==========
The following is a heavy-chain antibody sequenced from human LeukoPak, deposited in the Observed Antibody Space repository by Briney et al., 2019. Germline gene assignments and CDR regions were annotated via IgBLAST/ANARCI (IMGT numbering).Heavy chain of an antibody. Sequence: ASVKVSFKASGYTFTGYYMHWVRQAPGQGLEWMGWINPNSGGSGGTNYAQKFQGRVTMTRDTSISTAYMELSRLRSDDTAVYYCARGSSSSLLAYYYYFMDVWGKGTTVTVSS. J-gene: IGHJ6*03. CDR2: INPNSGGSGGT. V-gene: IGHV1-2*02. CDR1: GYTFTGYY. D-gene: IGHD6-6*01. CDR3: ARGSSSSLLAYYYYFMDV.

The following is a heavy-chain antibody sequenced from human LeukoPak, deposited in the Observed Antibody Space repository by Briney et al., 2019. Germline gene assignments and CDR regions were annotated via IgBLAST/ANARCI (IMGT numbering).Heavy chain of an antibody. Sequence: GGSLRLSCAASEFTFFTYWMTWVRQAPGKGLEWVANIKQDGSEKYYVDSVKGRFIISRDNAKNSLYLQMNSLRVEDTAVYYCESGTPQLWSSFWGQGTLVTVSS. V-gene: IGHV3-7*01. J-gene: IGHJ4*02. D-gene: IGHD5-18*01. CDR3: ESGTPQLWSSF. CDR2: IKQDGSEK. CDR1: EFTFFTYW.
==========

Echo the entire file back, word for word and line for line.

The following is a heavy-chain antibody sequenced from human LeukoPak, deposited in the Observed Antibody Space repository by Briney et al., 2019. Germline gene assignments and CDR regions were annotated via IgBLAST/ANARCI (IMGT numbering).Heavy chain of an antibody. Sequence: ASVKVSFKASGYTFTGYYMHWVRQAPGQGLEWMGWINPNSGGSGGTNYAQKFQGRVTMTRDTSISTAYMELSRLRSDDTAVYYCARGSSSSLLAYYYYFMDVWGKGTTVTVSS. J-gene: IGHJ6*03. CDR2: INPNSGGSGGT. V-gene: IGHV1-2*02. CDR1: GYTFTGYY. D-gene: IGHD6-6*01. CDR3: ARGSSSSLLAYYYYFMDV.

The following is a heavy-chain antibody sequenced from human LeukoPak, deposited in the Observed Antibody Space repository by Briney et al., 2019. Germline gene assignments and CDR regions were annotated via IgBLAST/ANARCI (IMGT numbering).Heavy chain of an antibody. Sequence: GGSLRLSCAASEFTFFTYWMTWVRQAPGKGLEWVANIKQDGSEKYYVDSVKGRFIISRDNAKNSLYLQMNSLRVEDTAVYYCESGTPQLWSSFWGQGTLVTVSS. V-gene: IGHV3-7*01. J-gene: IGHJ4*02. D-gene: IGHD5-18*01. CDR3: ESGTPQLWSSF. CDR2: IKQDGSEK. CDR1: EFTFFTYW.